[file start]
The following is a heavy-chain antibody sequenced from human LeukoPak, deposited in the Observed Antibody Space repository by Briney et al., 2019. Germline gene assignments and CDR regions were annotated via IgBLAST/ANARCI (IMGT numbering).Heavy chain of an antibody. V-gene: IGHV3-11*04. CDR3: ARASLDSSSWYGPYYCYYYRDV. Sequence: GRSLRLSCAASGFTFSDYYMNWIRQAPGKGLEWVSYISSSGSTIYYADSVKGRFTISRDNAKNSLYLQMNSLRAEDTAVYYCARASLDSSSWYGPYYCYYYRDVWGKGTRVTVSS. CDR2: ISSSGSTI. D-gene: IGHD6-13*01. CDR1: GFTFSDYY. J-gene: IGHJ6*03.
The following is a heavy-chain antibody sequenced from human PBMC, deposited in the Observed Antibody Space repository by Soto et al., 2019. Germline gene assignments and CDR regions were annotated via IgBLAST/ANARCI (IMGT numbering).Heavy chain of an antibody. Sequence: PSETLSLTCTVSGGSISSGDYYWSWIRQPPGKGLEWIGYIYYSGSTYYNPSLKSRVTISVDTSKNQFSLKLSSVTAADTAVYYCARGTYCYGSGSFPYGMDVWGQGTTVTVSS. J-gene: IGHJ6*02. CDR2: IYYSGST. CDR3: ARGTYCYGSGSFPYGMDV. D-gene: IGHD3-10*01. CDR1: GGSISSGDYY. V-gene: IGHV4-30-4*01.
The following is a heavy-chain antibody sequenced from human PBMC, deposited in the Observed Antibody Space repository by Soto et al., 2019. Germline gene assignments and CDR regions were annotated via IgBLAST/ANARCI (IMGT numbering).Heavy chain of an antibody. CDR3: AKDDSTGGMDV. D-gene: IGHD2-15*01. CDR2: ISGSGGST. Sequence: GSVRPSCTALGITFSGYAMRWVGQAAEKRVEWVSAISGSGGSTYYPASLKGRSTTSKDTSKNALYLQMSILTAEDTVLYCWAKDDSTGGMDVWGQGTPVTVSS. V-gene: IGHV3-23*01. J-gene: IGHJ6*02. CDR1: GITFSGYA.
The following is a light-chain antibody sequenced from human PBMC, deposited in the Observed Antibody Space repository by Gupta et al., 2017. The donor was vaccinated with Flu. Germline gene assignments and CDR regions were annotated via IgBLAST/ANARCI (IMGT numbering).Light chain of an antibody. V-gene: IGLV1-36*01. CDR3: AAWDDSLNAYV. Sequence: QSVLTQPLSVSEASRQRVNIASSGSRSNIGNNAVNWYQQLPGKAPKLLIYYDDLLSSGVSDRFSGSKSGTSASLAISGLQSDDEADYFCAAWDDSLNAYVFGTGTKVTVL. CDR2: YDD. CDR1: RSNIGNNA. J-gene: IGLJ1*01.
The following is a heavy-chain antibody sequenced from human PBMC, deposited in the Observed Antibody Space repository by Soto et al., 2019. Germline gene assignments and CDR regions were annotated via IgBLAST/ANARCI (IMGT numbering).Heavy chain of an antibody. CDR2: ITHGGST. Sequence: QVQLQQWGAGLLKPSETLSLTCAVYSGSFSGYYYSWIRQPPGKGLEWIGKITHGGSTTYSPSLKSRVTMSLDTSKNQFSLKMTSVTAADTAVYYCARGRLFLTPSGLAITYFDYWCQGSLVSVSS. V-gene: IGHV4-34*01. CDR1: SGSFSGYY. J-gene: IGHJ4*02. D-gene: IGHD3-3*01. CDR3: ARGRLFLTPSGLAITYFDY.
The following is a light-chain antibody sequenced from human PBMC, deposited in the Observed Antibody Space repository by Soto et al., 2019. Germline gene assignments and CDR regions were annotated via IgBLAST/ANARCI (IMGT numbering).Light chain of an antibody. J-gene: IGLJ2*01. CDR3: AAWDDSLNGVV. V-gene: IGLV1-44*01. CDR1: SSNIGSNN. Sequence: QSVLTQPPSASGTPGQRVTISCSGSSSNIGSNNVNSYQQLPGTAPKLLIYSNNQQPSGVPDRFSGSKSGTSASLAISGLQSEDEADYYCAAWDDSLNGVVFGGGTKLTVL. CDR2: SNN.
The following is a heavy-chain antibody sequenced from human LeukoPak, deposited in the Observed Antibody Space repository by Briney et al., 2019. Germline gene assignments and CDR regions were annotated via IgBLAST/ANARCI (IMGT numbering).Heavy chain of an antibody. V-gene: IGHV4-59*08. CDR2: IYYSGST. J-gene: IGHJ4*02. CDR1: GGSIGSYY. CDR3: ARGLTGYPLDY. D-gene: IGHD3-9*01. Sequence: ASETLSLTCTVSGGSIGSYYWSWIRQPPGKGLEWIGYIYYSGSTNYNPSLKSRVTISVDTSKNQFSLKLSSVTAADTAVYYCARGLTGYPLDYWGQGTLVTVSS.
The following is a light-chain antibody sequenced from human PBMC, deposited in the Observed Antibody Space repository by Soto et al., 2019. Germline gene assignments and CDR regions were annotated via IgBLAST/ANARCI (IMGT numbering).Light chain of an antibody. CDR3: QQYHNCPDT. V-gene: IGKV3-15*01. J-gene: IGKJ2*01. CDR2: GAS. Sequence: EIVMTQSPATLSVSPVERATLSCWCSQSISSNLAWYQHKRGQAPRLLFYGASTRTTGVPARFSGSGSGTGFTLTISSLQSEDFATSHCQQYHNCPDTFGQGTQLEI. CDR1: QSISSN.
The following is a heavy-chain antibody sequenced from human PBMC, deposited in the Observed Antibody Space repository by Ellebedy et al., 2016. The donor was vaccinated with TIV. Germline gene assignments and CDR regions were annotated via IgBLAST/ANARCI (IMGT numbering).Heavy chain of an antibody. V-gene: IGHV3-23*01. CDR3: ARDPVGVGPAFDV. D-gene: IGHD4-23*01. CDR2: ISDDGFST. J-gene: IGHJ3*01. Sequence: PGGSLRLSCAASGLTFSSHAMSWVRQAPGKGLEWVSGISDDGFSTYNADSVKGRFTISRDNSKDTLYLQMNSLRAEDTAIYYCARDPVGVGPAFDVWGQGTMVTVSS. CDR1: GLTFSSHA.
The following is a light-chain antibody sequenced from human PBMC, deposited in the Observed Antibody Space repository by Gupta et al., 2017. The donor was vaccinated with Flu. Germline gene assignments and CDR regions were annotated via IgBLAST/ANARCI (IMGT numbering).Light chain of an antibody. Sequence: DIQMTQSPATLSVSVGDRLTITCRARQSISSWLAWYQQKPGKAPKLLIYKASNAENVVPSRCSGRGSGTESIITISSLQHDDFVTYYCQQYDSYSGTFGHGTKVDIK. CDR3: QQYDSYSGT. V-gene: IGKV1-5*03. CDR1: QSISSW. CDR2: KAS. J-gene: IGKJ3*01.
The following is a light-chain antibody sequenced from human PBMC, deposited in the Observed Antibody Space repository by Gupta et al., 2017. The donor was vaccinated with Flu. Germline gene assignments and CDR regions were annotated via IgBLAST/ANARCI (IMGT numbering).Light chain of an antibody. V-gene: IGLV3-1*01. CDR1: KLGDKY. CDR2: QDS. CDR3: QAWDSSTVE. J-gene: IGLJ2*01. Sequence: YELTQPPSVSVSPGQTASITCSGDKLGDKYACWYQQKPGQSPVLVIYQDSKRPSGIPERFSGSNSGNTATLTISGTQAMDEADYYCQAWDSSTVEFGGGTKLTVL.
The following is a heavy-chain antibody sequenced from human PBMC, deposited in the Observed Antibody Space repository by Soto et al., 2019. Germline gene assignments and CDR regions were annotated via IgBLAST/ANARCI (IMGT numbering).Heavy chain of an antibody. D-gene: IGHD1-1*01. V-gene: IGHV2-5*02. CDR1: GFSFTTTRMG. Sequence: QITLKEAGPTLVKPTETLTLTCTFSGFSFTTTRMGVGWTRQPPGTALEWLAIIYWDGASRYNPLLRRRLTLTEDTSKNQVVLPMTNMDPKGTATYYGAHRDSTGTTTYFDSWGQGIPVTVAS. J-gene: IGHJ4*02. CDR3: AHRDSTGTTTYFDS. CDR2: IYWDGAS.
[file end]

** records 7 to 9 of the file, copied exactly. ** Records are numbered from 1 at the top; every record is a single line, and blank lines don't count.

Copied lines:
The following is a heavy-chain antibody sequenced from human LeukoPak, deposited in the Observed Antibody Space repository by Briney et al., 2019. Germline gene assignments and CDR regions were annotated via IgBLAST/ANARCI (IMGT numbering).Heavy chain of an antibody. V-gene: IGHV4-59*08. CDR2: IYYSGST. J-gene: IGHJ4*02. CDR1: GGSIGSYY. CDR3: ARGLTGYPLDY. D-gene: IGHD3-9*01. Sequence: ASETLSLTCTVSGGSIGSYYWSWIRQPPGKGLEWIGYIYYSGSTNYNPSLKSRVTISVDTSKNQFSLKLSSVTAADTAVYYCARGLTGYPLDYWGQGTLVTVSS.
The following is a light-chain antibody sequenced from human PBMC, deposited in the Observed Antibody Space repository by Soto et al., 2019. Germline gene assignments and CDR regions were annotated via IgBLAST/ANARCI (IMGT numbering).Light chain of an antibody. CDR3: QQYHNCPDT. V-gene: IGKV3-15*01. J-gene: IGKJ2*01. CDR2: GAS. Sequence: EIVMTQSPATLSVSPVERATLSCWCSQSISSNLAWYQHKRGQAPRLLFYGASTRTTGVPARFSGSGSGTGFTLTISSLQSEDFATSHCQQYHNCPDTFGQGTQLEI. CDR1: QSISSN.
The following is a heavy-chain antibody sequenced from human PBMC, deposited in the Observed Antibody Space repository by Ellebedy et al., 2016. The donor was vaccinated with TIV. Germline gene assignments and CDR regions were annotated via IgBLAST/ANARCI (IMGT numbering).Heavy chain of an antibody. V-gene: IGHV3-23*01. CDR3: ARDPVGVGPAFDV. D-gene: IGHD4-23*01. CDR2: ISDDGFST. J-gene: IGHJ3*01. Sequence: PGGSLRLSCAASGLTFSSHAMSWVRQAPGKGLEWVSGISDDGFSTYNADSVKGRFTISRDNSKDTLYLQMNSLRAEDTAIYYCARDPVGVGPAFDVWGQGTMVTVSS. CDR1: GLTFSSHA.